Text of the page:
the central line length of the loop pattern is within 60% to 140% of a wavelength of a radio wave to be absorbed, and
any one of the loop patterns in the patterned layer is different from other adjacent loop patterns to the loop pattern with respect to the central line length and shape.
3. A wave absorber according to claim 1, wherein at least one of the loop patterns and the patch patterns having the round shape or the square shape in the patterned layer has a shape in which a projection is added to a part of the pattern.
4. A wave absorber according to claim 1, wherein an assembly of a plurality of the loop patterns and/or the patch patterns whose shape or size is different to each other constitutes a unit, and the units are allocated such that a spacing between the units is predetermined.
5. A wave absorber according to claim 1, further comprising a second dielectric layer which is laminated on the surface of at least one of the conductor layer and the patterned layer.
6. A wave absorber according to claim 5, wherein
the conductive material used in the conductor layer and the patterned layer is optically transparent, and
the first and second dielectric layers are formed of an optically transparent conductive material.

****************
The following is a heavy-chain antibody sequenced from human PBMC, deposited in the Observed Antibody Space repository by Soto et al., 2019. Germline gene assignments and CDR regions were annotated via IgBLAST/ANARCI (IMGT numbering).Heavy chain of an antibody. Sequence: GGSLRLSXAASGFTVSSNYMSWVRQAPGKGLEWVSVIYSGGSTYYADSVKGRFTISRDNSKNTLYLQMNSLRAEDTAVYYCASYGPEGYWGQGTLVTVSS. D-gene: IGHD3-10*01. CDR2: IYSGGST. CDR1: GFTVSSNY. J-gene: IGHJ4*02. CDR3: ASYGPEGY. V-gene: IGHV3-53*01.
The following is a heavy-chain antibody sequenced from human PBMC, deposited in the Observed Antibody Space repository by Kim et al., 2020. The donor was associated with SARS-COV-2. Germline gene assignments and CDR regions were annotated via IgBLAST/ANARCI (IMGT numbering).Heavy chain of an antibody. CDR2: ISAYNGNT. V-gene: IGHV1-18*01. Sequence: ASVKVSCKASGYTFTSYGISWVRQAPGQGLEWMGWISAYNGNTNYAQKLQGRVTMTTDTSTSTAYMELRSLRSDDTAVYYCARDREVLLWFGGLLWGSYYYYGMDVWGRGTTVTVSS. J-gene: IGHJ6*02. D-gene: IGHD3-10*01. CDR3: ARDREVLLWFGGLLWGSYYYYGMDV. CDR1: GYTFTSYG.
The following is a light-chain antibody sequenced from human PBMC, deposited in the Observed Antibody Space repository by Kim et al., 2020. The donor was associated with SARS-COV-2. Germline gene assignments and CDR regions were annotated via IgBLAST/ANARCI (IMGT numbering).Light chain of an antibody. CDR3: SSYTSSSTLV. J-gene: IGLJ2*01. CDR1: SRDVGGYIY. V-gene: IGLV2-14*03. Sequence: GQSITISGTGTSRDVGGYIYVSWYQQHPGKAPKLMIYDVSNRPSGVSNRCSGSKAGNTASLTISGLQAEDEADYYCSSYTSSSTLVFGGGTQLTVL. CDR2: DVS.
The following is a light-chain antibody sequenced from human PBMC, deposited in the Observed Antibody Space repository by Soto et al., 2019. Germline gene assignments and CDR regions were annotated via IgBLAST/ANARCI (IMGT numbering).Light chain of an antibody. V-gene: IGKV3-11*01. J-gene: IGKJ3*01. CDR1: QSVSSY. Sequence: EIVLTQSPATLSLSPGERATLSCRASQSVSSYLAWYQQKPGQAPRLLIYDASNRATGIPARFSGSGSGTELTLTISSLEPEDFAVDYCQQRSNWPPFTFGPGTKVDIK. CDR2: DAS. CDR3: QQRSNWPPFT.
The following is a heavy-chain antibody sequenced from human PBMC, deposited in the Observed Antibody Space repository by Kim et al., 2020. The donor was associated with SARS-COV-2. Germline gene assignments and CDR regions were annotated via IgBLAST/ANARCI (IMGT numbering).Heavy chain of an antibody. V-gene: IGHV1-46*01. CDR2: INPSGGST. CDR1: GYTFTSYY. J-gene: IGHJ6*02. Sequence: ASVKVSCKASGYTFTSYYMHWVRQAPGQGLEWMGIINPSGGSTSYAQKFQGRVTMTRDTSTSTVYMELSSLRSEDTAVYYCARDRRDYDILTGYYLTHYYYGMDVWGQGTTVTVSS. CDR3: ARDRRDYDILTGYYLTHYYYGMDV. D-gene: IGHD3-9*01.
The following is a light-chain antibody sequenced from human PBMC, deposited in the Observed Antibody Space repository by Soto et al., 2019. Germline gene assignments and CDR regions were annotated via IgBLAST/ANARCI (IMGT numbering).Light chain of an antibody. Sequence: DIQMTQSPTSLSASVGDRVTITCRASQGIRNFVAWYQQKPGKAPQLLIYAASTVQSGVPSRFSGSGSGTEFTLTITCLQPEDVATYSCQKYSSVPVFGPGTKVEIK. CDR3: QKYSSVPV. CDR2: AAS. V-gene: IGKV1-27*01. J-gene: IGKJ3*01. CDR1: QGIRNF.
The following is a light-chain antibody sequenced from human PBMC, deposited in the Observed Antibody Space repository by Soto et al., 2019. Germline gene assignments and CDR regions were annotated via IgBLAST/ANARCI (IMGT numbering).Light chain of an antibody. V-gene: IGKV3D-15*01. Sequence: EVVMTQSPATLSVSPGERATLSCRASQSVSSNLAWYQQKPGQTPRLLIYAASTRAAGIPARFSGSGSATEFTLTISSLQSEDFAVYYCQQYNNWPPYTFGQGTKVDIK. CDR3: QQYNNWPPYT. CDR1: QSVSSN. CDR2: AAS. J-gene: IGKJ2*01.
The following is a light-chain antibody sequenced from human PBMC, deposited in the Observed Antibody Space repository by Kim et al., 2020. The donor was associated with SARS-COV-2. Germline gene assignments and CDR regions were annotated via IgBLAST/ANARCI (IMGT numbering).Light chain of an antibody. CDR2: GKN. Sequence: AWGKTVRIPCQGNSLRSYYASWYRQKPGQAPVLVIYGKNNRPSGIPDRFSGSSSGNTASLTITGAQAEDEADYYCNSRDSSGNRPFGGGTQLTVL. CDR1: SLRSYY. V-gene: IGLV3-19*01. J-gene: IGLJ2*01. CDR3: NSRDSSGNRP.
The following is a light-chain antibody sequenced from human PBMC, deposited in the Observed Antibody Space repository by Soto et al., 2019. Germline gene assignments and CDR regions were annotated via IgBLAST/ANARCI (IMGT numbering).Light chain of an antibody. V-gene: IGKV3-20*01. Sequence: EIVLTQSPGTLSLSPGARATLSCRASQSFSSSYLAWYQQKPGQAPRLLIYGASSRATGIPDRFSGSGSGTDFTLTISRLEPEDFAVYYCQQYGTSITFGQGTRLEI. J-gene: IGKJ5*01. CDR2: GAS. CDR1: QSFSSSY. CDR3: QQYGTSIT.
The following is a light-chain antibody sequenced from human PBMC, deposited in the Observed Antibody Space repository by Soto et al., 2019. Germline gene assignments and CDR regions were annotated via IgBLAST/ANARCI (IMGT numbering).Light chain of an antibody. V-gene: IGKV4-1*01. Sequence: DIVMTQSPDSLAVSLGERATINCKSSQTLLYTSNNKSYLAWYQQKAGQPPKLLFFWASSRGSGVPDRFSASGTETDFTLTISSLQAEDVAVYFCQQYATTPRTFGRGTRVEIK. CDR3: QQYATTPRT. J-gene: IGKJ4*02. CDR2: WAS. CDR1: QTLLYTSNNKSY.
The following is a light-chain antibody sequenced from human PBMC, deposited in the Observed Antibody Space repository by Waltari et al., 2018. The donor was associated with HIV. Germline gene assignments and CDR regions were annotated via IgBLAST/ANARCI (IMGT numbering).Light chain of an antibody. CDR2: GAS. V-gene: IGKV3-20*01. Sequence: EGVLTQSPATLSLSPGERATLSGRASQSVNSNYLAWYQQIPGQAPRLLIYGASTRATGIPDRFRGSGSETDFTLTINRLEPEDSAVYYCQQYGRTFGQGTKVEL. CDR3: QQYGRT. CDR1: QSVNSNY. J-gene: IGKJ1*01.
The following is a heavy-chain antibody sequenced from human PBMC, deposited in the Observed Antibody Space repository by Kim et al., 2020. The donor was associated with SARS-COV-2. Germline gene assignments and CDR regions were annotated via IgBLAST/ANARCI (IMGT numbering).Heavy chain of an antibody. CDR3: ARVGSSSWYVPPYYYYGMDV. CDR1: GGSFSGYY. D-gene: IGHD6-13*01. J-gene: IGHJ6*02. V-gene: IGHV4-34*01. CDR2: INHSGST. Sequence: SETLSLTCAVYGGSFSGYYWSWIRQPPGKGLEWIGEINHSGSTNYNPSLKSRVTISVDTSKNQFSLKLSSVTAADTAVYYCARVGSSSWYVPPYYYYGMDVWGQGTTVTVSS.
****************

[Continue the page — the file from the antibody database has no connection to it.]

7. A wave absorber according to claim 5, wherein
the conductor layer is a grating-shaped conductor layer having a grating-shaped pattern,
the conductive material used in the patterned layer is optically transparent, and
the first and second dielectric layers are formed of an optically transparent conductive material.
8. A wave absorber according to claim 1, wherein the conductor layer is a low-resistance conductor layer with a surface resistivity of 30 Ω/square [Ω/□]or less.
9. A wave absorber according to claim 1, wherein the conductor layer is a grating-shaped conductor layer having a grating-shaped pattern.
10. A wave absorber according to claim 9, wherein the grating-shaped conductor layer has a line width of 100 μm or less and a central line spacing of one sixteen of a wavelength of an electromagnetic wave to be absorbed.
Description
TECHNICAL FIELD

The present invention relates to a wave absorber. Also, the present invention relates to a method for absorbing waves and a wave absorber which is capable of preventing communication failure due to reflection of electromagnetic (EM) waves and the like and of being thin-sized and reduced in weight.

Priority is claimed on Japanese Patent Application No. 2004-258182, filed Sep. 6, 2004, the content of which is incorporated herein by reference.

BACKGROUND ART